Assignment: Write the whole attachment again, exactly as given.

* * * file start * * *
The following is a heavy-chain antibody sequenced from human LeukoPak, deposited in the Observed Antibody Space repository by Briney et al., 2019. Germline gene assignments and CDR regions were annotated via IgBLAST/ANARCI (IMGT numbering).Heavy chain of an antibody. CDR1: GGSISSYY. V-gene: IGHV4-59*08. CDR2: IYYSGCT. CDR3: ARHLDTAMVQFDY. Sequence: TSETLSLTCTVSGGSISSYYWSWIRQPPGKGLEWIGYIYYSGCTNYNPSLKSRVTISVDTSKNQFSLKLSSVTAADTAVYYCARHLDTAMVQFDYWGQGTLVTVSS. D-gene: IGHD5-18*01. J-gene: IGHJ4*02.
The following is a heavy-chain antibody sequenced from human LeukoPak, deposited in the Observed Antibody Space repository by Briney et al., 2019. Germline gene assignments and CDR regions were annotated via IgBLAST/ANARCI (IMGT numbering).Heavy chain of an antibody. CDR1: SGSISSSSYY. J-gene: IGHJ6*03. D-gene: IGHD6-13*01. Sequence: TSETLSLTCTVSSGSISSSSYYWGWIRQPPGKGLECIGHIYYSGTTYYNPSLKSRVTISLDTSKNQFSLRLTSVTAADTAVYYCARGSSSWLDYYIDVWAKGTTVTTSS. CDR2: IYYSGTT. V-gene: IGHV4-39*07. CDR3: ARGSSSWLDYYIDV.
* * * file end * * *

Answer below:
The following is a heavy-chain antibody sequenced from human LeukoPak, deposited in the Observed Antibody Space repository by Briney et al., 2019. Germline gene assignments and CDR regions were annotated via IgBLAST/ANARCI (IMGT numbering).Heavy chain of an antibody. CDR1: GGSISSYY. V-gene: IGHV4-59*08. CDR2: IYYSGCT. CDR3: ARHLDTAMVQFDY. Sequence: TSETLSLTCTVSGGSISSYYWSWIRQPPGKGLEWIGYIYYSGCTNYNPSLKSRVTISVDTSKNQFSLKLSSVTAADTAVYYCARHLDTAMVQFDYWGQGTLVTVSS. D-gene: IGHD5-18*01. J-gene: IGHJ4*02.
The following is a heavy-chain antibody sequenced from human LeukoPak, deposited in the Observed Antibody Space repository by Briney et al., 2019. Germline gene assignments and CDR regions were annotated via IgBLAST/ANARCI (IMGT numbering).Heavy chain of an antibody. CDR1: SGSISSSSYY. J-gene: IGHJ6*03. D-gene: IGHD6-13*01. Sequence: TSETLSLTCTVSSGSISSSSYYWGWIRQPPGKGLECIGHIYYSGTTYYNPSLKSRVTISLDTSKNQFSLRLTSVTAADTAVYYCARGSSSWLDYYIDVWAKGTTVTTSS. CDR2: IYYSGTT. V-gene: IGHV4-39*07. CDR3: ARGSSSWLDYYIDV.